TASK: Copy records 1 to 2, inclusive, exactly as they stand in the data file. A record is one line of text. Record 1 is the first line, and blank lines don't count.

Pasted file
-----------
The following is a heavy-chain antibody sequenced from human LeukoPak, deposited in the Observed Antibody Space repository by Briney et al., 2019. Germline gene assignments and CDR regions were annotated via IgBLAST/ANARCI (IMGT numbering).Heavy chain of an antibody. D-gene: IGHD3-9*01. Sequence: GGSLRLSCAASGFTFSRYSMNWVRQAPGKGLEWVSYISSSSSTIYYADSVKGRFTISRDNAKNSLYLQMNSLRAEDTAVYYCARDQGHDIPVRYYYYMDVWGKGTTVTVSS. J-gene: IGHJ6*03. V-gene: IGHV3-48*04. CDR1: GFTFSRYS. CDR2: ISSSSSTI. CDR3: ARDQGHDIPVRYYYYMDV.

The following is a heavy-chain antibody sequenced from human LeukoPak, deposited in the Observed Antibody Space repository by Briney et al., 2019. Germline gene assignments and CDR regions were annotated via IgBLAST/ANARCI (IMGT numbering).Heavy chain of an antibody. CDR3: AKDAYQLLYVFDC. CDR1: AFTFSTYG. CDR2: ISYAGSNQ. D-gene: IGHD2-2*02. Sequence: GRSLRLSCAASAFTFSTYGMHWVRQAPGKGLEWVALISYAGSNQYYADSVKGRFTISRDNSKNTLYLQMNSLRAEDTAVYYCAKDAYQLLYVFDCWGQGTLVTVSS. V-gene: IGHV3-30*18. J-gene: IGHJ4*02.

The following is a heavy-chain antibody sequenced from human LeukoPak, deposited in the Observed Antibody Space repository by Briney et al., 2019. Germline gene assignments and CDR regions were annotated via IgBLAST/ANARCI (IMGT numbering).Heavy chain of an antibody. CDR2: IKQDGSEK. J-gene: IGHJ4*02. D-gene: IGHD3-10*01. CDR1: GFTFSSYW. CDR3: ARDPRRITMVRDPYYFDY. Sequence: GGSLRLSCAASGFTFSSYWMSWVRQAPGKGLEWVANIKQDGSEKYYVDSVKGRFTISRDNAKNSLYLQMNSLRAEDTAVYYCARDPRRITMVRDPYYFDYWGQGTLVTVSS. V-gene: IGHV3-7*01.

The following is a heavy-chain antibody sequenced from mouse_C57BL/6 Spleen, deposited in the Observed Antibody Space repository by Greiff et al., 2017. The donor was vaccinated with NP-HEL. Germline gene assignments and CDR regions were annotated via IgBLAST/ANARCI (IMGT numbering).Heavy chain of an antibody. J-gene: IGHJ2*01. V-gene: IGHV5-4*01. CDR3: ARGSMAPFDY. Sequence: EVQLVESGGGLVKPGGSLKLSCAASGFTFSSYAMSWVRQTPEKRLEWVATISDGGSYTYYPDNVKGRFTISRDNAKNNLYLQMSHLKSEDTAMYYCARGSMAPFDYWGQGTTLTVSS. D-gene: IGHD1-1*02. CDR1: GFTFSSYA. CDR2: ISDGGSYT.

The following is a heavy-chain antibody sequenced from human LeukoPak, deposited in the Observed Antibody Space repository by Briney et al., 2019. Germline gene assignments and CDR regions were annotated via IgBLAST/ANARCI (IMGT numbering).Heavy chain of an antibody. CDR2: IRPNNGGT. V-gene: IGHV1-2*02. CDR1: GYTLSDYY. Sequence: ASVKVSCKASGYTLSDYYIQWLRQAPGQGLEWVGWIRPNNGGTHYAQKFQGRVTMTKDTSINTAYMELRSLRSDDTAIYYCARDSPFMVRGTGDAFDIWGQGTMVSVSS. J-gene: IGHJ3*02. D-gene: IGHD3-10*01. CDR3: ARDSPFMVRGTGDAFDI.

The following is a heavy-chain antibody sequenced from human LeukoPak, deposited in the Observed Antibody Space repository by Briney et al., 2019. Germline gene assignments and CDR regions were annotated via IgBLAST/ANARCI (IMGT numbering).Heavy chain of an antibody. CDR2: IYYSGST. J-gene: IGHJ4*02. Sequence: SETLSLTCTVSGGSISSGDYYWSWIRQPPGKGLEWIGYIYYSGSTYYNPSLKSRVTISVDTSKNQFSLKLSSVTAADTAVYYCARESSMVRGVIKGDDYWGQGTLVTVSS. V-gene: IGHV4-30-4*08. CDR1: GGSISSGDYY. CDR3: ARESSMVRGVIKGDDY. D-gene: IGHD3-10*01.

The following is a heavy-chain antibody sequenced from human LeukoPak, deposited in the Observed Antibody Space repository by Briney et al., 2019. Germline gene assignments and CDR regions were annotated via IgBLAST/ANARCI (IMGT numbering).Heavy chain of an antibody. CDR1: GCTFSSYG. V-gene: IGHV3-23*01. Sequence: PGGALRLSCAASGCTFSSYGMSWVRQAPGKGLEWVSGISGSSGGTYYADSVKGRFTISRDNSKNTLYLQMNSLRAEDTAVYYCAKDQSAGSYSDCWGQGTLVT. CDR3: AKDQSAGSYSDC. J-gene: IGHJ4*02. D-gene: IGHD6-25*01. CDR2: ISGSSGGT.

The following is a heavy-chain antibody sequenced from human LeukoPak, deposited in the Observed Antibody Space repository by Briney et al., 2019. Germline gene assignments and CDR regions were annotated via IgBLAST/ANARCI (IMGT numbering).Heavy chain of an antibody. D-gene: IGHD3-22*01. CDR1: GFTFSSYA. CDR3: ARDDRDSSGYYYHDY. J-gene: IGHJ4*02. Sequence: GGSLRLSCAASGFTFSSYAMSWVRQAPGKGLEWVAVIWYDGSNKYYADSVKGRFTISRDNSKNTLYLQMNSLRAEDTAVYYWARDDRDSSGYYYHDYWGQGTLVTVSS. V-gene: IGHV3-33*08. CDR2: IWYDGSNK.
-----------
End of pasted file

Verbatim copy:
The following is a heavy-chain antibody sequenced from human LeukoPak, deposited in the Observed Antibody Space repository by Briney et al., 2019. Germline gene assignments and CDR regions were annotated via IgBLAST/ANARCI (IMGT numbering).Heavy chain of an antibody. D-gene: IGHD3-9*01. Sequence: GGSLRLSCAASGFTFSRYSMNWVRQAPGKGLEWVSYISSSSSTIYYADSVKGRFTISRDNAKNSLYLQMNSLRAEDTAVYYCARDQGHDIPVRYYYYMDVWGKGTTVTVSS. J-gene: IGHJ6*03. V-gene: IGHV3-48*04. CDR1: GFTFSRYS. CDR2: ISSSSSTI. CDR3: ARDQGHDIPVRYYYYMDV.

The following is a heavy-chain antibody sequenced from human LeukoPak, deposited in the Observed Antibody Space repository by Briney et al., 2019. Germline gene assignments and CDR regions were annotated via IgBLAST/ANARCI (IMGT numbering).Heavy chain of an antibody. CDR3: AKDAYQLLYVFDC. CDR1: AFTFSTYG. CDR2: ISYAGSNQ. D-gene: IGHD2-2*02. Sequence: GRSLRLSCAASAFTFSTYGMHWVRQAPGKGLEWVALISYAGSNQYYADSVKGRFTISRDNSKNTLYLQMNSLRAEDTAVYYCAKDAYQLLYVFDCWGQGTLVTVSS. V-gene: IGHV3-30*18. J-gene: IGHJ4*02.